Representations of violence
Shomei Tomatsu photographs a simple watch, stopped at 11:02. Found in the Nagasaki debris after 9 August 1945, it evokes the thousands of lives that also stopped at that moment.
The power of suggestion is often stronger than the obscene image of death.
Traces become the subject for certain photographers who put hypothesis before hyperbole.
Forensic photographers routinely record clues at Crime Scenes, isolating traces of blood by fluorescence, noting positions... Thomas Goupille sheds light on this secret work.
As for Alexis Cordesse, he headed for the heart of disputed territories to meet Populations in Danger. Among Rwanda's scars of mass graves and broken-down infrastructure; he focused on the traces of genocide. His simple images show "the banality of evil".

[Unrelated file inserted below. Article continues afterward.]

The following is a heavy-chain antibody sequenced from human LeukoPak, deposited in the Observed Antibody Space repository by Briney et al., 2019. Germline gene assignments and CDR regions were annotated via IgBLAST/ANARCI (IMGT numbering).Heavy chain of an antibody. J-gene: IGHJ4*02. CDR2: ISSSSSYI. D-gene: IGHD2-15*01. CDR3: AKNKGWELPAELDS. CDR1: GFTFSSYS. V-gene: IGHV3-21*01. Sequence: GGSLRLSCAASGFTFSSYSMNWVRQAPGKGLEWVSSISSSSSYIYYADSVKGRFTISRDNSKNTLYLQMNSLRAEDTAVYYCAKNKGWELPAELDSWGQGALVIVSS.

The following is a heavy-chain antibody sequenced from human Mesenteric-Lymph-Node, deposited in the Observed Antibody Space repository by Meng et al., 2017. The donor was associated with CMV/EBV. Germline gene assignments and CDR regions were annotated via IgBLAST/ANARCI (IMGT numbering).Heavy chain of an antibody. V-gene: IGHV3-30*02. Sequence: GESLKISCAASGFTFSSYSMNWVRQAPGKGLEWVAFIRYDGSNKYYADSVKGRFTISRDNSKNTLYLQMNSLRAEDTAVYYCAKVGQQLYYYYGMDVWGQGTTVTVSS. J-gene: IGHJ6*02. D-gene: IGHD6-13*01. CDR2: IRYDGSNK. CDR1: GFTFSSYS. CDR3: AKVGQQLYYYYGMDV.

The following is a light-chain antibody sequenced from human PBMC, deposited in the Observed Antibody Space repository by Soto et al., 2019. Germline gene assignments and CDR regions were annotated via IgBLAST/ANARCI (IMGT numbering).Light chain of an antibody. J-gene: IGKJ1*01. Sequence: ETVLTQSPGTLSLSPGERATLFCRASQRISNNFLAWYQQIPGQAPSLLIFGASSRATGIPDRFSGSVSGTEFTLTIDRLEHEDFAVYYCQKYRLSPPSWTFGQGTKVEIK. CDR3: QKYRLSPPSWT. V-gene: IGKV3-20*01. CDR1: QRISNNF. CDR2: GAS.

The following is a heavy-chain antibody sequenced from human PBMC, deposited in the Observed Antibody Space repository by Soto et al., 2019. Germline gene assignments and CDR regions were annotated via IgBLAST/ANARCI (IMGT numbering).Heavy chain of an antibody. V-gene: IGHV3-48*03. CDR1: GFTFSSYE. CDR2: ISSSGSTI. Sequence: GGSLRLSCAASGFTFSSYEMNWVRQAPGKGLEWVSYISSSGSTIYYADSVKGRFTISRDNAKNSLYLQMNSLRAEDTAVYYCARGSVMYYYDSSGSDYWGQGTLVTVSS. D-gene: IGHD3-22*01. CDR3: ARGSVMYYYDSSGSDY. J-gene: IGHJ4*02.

In South Africa, a land built on violence, David Goldblatt and Mikhael Subotzky reflect on the way photography represents violence, in Violent Times.
The reflection continues with articles and exclusive DK2R interviews: sound creator Nicolas Becker (winner of the 2021 Oscar for best sound, no less!), talks about his work with stills, and Nathalie Masduraud and Valérie Urréa revisit the series Chromatic Existences, to be found each month in DK2R.
Finally, in the central article André Rouillé invites us to take a step back from this historical challenge of photography: to represent the unrepresentable.